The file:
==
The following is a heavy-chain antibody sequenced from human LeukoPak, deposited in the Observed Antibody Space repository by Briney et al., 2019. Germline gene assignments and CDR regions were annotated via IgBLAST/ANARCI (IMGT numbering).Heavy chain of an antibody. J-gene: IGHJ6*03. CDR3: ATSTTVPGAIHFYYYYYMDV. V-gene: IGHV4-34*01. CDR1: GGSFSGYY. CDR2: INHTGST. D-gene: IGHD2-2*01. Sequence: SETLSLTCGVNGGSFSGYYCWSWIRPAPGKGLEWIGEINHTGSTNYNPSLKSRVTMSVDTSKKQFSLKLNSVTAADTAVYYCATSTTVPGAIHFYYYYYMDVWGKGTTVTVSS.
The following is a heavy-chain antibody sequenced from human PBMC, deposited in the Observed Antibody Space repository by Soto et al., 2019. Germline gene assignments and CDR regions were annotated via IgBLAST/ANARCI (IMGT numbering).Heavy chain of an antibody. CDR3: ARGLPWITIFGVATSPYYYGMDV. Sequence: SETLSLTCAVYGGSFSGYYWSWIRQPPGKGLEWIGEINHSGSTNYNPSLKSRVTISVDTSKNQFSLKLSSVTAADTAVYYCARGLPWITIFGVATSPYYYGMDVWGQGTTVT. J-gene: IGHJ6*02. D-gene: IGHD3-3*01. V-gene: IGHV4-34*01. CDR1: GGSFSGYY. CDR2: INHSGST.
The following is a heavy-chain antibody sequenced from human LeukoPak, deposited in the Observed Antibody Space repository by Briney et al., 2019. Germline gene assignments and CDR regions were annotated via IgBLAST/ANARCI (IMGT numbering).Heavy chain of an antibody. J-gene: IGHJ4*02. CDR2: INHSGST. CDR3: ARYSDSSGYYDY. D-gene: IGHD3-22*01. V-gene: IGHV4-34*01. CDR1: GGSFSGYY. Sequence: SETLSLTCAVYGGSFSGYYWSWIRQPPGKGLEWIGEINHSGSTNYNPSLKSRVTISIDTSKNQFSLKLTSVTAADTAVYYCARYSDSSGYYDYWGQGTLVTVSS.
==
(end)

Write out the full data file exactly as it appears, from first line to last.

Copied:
The following is a heavy-chain antibody sequenced from human LeukoPak, deposited in the Observed Antibody Space repository by Briney et al., 2019. Germline gene assignments and CDR regions were annotated via IgBLAST/ANARCI (IMGT numbering).Heavy chain of an antibody. J-gene: IGHJ6*03. CDR3: ATSTTVPGAIHFYYYYYMDV. V-gene: IGHV4-34*01. CDR1: GGSFSGYY. CDR2: INHTGST. D-gene: IGHD2-2*01. Sequence: SETLSLTCGVNGGSFSGYYCWSWIRPAPGKGLEWIGEINHTGSTNYNPSLKSRVTMSVDTSKKQFSLKLNSVTAADTAVYYCATSTTVPGAIHFYYYYYMDVWGKGTTVTVSS.
The following is a heavy-chain antibody sequenced from human PBMC, deposited in the Observed Antibody Space repository by Soto et al., 2019. Germline gene assignments and CDR regions were annotated via IgBLAST/ANARCI (IMGT numbering).Heavy chain of an antibody. CDR3: ARGLPWITIFGVATSPYYYGMDV. Sequence: SETLSLTCAVYGGSFSGYYWSWIRQPPGKGLEWIGEINHSGSTNYNPSLKSRVTISVDTSKNQFSLKLSSVTAADTAVYYCARGLPWITIFGVATSPYYYGMDVWGQGTTVT. J-gene: IGHJ6*02. D-gene: IGHD3-3*01. V-gene: IGHV4-34*01. CDR1: GGSFSGYY. CDR2: INHSGST.
The following is a heavy-chain antibody sequenced from human LeukoPak, deposited in the Observed Antibody Space repository by Briney et al., 2019. Germline gene assignments and CDR regions were annotated via IgBLAST/ANARCI (IMGT numbering).Heavy chain of an antibody. J-gene: IGHJ4*02. CDR2: INHSGST. CDR3: ARYSDSSGYYDY. D-gene: IGHD3-22*01. V-gene: IGHV4-34*01. CDR1: GGSFSGYY. Sequence: SETLSLTCAVYGGSFSGYYWSWIRQPPGKGLEWIGEINHSGSTNYNPSLKSRVTISIDTSKNQFSLKLTSVTAADTAVYYCARYSDSSGYYDYWGQGTLVTVSS.